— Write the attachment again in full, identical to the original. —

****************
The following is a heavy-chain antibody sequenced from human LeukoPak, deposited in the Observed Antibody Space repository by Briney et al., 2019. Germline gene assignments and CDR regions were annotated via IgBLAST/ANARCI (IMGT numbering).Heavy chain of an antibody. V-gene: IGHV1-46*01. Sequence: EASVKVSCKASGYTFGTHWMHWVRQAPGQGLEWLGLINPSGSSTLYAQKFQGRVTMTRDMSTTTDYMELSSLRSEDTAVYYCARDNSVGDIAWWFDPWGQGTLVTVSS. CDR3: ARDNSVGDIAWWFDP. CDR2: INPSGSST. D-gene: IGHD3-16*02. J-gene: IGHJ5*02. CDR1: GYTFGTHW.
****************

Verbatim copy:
The following is a heavy-chain antibody sequenced from human LeukoPak, deposited in the Observed Antibody Space repository by Briney et al., 2019. Germline gene assignments and CDR regions were annotated via IgBLAST/ANARCI (IMGT numbering).Heavy chain of an antibody. V-gene: IGHV1-46*01. Sequence: EASVKVSCKASGYTFGTHWMHWVRQAPGQGLEWLGLINPSGSSTLYAQKFQGRVTMTRDMSTTTDYMELSSLRSEDTAVYYCARDNSVGDIAWWFDPWGQGTLVTVSS. CDR3: ARDNSVGDIAWWFDP. CDR2: INPSGSST. D-gene: IGHD3-16*02. J-gene: IGHJ5*02. CDR1: GYTFGTHW.